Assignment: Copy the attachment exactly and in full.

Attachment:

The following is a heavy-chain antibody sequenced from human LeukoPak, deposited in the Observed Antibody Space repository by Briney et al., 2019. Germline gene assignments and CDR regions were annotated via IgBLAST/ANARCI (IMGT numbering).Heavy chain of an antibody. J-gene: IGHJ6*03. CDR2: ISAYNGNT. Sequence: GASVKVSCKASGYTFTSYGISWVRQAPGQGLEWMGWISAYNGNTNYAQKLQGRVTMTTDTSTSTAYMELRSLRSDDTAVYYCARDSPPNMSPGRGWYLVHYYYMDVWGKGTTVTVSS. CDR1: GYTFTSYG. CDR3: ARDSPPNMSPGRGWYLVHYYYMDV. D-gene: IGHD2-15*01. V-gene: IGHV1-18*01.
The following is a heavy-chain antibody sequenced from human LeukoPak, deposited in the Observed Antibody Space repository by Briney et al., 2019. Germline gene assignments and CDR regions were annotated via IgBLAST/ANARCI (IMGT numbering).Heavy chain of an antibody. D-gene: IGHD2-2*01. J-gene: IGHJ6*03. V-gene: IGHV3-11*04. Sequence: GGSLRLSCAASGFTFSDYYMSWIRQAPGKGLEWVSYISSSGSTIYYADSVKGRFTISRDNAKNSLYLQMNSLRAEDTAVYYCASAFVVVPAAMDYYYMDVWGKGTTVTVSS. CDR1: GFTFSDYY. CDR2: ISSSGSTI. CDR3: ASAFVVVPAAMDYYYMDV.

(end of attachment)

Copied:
The following is a heavy-chain antibody sequenced from human LeukoPak, deposited in the Observed Antibody Space repository by Briney et al., 2019. Germline gene assignments and CDR regions were annotated via IgBLAST/ANARCI (IMGT numbering).Heavy chain of an antibody. J-gene: IGHJ6*03. CDR2: ISAYNGNT. Sequence: GASVKVSCKASGYTFTSYGISWVRQAPGQGLEWMGWISAYNGNTNYAQKLQGRVTMTTDTSTSTAYMELRSLRSDDTAVYYCARDSPPNMSPGRGWYLVHYYYMDVWGKGTTVTVSS. CDR1: GYTFTSYG. CDR3: ARDSPPNMSPGRGWYLVHYYYMDV. D-gene: IGHD2-15*01. V-gene: IGHV1-18*01.
The following is a heavy-chain antibody sequenced from human LeukoPak, deposited in the Observed Antibody Space repository by Briney et al., 2019. Germline gene assignments and CDR regions were annotated via IgBLAST/ANARCI (IMGT numbering).Heavy chain of an antibody. D-gene: IGHD2-2*01. J-gene: IGHJ6*03. V-gene: IGHV3-11*04. Sequence: GGSLRLSCAASGFTFSDYYMSWIRQAPGKGLEWVSYISSSGSTIYYADSVKGRFTISRDNAKNSLYLQMNSLRAEDTAVYYCASAFVVVPAAMDYYYMDVWGKGTTVTVSS. CDR1: GFTFSDYY. CDR2: ISSSGSTI. CDR3: ASAFVVVPAAMDYYYMDV.